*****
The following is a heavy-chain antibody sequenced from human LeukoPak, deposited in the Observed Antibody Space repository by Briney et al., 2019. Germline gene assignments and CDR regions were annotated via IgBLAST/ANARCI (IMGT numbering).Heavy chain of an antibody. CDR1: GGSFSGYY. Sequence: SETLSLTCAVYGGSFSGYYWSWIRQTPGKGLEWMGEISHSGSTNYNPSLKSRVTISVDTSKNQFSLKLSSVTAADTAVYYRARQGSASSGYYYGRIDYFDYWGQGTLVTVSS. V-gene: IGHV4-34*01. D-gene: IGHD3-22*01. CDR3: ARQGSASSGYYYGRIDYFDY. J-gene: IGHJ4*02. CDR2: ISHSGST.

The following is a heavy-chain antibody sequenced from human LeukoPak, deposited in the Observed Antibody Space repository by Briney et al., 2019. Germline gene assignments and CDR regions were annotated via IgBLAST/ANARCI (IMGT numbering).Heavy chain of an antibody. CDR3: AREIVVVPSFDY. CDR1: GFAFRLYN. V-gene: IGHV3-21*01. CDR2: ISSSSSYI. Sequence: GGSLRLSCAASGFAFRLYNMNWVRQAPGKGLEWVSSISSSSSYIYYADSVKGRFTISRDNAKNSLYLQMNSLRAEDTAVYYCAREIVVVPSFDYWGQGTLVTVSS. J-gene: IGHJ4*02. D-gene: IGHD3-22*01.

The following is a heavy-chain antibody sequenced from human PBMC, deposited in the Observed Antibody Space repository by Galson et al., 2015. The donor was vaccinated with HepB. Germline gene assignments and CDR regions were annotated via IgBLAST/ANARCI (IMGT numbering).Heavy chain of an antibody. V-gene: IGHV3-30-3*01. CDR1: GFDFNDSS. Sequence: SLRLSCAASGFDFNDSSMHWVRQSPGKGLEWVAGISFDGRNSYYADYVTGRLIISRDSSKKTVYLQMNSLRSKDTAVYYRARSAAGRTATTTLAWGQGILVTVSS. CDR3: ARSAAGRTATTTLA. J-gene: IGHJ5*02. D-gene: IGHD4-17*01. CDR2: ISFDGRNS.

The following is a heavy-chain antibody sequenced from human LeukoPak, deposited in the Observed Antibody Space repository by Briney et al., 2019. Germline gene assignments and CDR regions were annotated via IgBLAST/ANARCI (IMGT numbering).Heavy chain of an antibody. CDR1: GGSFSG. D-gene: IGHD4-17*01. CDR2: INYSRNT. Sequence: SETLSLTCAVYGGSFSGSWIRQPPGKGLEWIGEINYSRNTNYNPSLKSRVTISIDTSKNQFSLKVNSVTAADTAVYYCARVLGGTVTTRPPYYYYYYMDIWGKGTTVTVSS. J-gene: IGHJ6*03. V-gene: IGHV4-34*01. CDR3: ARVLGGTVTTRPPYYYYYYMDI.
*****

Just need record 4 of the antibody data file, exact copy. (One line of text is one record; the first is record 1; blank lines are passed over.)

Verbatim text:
The following is a heavy-chain antibody sequenced from human LeukoPak, deposited in the Observed Antibody Space repository by Briney et al., 2019. Germline gene assignments and CDR regions were annotated via IgBLAST/ANARCI (IMGT numbering).Heavy chain of an antibody. CDR1: GGSFSG. D-gene: IGHD4-17*01. CDR2: INYSRNT. Sequence: SETLSLTCAVYGGSFSGSWIRQPPGKGLEWIGEINYSRNTNYNPSLKSRVTISIDTSKNQFSLKVNSVTAADTAVYYCARVLGGTVTTRPPYYYYYYMDIWGKGTTVTVSS. J-gene: IGHJ6*03. V-gene: IGHV4-34*01. CDR3: ARVLGGTVTTRPPYYYYYYMDI.